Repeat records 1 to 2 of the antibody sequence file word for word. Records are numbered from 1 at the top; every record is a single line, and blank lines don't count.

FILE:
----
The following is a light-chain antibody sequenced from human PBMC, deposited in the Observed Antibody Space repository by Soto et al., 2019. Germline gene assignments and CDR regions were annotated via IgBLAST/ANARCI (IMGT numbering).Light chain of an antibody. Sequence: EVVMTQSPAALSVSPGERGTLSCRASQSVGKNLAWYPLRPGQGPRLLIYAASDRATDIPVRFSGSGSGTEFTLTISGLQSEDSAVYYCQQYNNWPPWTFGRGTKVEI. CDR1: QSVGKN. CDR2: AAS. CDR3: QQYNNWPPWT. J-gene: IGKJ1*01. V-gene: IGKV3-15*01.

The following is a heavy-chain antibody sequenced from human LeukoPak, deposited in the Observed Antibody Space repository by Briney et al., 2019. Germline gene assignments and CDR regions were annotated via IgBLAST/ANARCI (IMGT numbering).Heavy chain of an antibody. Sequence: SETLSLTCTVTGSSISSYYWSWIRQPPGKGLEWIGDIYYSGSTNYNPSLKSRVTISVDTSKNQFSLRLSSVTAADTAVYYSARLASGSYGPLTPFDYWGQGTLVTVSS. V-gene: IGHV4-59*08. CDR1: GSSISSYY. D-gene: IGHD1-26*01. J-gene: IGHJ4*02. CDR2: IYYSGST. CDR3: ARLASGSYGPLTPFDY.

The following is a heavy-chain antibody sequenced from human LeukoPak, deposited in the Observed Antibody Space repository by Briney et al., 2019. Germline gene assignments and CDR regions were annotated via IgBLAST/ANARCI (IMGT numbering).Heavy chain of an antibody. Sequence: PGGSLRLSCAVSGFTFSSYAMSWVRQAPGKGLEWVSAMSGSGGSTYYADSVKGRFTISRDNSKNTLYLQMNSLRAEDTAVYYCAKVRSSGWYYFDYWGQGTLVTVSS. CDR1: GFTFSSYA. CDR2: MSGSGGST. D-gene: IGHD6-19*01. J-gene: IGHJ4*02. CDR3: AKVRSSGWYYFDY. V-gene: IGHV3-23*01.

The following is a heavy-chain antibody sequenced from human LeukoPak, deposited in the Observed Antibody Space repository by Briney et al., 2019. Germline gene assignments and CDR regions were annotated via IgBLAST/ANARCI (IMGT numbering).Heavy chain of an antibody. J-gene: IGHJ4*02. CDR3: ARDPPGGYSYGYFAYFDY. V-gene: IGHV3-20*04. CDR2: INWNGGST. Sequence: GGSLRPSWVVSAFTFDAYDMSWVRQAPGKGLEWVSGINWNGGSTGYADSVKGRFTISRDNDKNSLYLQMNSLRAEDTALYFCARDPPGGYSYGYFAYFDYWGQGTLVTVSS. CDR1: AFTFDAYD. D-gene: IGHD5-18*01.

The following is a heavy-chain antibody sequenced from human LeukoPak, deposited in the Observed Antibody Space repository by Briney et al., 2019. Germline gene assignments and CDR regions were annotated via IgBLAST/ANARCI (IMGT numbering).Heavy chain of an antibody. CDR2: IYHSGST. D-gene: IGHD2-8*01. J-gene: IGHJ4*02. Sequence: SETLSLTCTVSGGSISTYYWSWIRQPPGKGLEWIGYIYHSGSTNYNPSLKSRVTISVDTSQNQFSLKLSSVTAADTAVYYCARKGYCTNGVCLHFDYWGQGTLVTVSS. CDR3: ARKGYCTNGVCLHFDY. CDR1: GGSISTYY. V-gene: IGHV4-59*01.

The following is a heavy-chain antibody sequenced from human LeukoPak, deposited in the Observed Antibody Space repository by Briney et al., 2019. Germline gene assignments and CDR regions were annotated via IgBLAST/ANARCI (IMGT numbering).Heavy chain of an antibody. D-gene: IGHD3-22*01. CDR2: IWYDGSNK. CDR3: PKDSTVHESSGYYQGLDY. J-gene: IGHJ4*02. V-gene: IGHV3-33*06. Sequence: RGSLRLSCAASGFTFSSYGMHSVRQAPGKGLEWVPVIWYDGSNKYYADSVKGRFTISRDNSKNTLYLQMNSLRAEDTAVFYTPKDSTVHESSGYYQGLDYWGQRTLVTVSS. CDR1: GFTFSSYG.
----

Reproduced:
The following is a light-chain antibody sequenced from human PBMC, deposited in the Observed Antibody Space repository by Soto et al., 2019. Germline gene assignments and CDR regions were annotated via IgBLAST/ANARCI (IMGT numbering).Light chain of an antibody. Sequence: EVVMTQSPAALSVSPGERGTLSCRASQSVGKNLAWYPLRPGQGPRLLIYAASDRATDIPVRFSGSGSGTEFTLTISGLQSEDSAVYYCQQYNNWPPWTFGRGTKVEI. CDR1: QSVGKN. CDR2: AAS. CDR3: QQYNNWPPWT. J-gene: IGKJ1*01. V-gene: IGKV3-15*01.

The following is a heavy-chain antibody sequenced from human LeukoPak, deposited in the Observed Antibody Space repository by Briney et al., 2019. Germline gene assignments and CDR regions were annotated via IgBLAST/ANARCI (IMGT numbering).Heavy chain of an antibody. Sequence: SETLSLTCTVTGSSISSYYWSWIRQPPGKGLEWIGDIYYSGSTNYNPSLKSRVTISVDTSKNQFSLRLSSVTAADTAVYYSARLASGSYGPLTPFDYWGQGTLVTVSS. V-gene: IGHV4-59*08. CDR1: GSSISSYY. D-gene: IGHD1-26*01. J-gene: IGHJ4*02. CDR2: IYYSGST. CDR3: ARLASGSYGPLTPFDY.